19 Mass. App. Ct. 244

December 17, 1984 - January 24, 1985

Middlesex County


The presumption created by G. L. c. 32, Section 94, that any impairment of health resulting from hypertension suffered by a permanent member of a police department has occurred in the line of duty, was not applicable so as to permit a police officer to receive leave with pay under G. L. c. 41, Section 111F. [245-247]

CIVIL ACTION commenced in the Superior Court Department on October 9, 1979.

The case was heard by James M. Sweeney, J., sitting under statutory authority.

Gary S. Brackett, Town Counsel, for the defendants.

Alfred E. Nugent (Jeffrey B. Krashin with him) for the plaintiff.

CUTTER, J. Vaughan, a police officer in Watertown from 1961 until his retirement in May, 1978, became ill in October, 1977, because of hypertension, and was absent from work until his retirement. On December 27, 1977, Vaughan applied to the town retirement board for retirement for accidental disability. On March 30, 1978, a medical panel, see G. L. c. 32, Section 6(3), certified to the Watertown retirement board that Vaughan was substantially unable to perform his duties because of hypertension. On May 3, 1978, the board voted that Vaughan be retired (see G. L. c. 32, Sections 7, 94) under G. L. c. 32, effective May 4, 1978.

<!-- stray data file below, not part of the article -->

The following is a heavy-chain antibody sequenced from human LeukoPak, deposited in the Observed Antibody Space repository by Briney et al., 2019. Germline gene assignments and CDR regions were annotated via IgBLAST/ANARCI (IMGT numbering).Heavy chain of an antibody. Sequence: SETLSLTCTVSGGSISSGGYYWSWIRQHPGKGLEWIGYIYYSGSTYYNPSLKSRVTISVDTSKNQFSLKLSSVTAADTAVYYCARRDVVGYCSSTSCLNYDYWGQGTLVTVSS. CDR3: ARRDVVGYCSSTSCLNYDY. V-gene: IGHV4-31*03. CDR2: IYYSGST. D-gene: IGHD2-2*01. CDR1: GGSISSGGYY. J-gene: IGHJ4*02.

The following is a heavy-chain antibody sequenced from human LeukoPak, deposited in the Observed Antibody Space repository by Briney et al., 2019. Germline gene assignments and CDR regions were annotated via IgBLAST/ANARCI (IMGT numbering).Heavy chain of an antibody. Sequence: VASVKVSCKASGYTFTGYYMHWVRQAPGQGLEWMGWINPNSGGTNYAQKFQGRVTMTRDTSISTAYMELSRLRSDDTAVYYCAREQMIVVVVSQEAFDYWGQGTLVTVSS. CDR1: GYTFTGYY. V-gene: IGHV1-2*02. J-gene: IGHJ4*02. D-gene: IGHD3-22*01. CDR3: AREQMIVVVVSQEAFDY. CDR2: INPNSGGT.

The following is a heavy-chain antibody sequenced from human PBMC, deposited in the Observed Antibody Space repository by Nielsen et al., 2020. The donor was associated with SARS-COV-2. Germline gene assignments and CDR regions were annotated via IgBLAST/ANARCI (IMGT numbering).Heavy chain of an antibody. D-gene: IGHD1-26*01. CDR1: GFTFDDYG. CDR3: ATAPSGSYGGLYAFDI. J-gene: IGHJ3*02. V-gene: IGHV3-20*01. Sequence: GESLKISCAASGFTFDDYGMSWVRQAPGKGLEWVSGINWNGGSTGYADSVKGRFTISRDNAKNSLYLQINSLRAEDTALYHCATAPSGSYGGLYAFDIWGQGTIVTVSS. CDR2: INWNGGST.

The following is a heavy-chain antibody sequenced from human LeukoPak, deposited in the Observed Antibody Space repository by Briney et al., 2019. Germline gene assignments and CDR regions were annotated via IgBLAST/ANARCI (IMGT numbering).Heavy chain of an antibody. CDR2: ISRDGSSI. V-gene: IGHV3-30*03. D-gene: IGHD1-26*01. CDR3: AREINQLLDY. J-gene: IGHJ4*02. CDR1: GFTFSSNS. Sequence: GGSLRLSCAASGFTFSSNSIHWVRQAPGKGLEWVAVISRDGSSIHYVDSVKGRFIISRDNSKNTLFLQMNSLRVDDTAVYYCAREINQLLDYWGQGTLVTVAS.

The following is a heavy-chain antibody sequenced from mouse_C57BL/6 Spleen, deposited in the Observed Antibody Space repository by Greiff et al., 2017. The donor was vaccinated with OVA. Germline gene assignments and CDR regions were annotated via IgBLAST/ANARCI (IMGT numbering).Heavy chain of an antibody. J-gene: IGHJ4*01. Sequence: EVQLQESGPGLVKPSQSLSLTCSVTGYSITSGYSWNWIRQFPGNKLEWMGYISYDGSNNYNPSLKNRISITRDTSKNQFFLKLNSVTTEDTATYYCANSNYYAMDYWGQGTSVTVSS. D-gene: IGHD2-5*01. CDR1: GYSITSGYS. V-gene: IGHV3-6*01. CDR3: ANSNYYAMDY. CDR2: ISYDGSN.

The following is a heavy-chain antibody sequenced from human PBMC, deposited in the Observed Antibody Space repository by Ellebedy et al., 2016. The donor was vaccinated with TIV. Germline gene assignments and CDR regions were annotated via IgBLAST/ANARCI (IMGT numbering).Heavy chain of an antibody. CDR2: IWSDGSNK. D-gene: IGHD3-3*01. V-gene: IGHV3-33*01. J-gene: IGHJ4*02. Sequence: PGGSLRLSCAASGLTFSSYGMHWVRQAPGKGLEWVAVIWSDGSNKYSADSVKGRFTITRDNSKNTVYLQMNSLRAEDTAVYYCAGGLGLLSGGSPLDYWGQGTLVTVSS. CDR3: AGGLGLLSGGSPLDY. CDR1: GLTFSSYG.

The town's selectmen on March 5, 1979, approved payment to Vaughan of $3,104.79, under c. 3, Section 29(p), of the town by-laws,

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for unused accumulated sick leave of a person whose employment ends by retirement under the General Laws. On March 15, 1979, the town auditor, see G. L. c. 41, Section 56, refused to approve this payment because there was no record showing a "line-of-duty" injury (see G. L. c. 41, Section 111F) to Vaughan which would justify treating his absence from work (from October, 1977, to May, 1978) as leave with pay by reason of specific injury rather than as sick leave.

Vaughan filed a complaint in the nature of mandamus to compel payment. The trial judge found the facts, essentially as stated above, and ordered that the requested payment be made to Vaughan for the unused sick leave. He ruled, in effect, that the presumption found in G. L. c. 32, Section 94 (sometimes referred to as the "heart law"), and applicable to the retirement of a permanent member of a police department, applied also to granting such an employee leave with pay, pursuant to G. L. c. 41, Section 111F. Pertinent portions of c. 32, Section 94, as appearing in St. 1963, c. 610, and of c. 41, Section 111F, as appearing in St. 1964, c. 149, are set forth in the appendix to this opinion.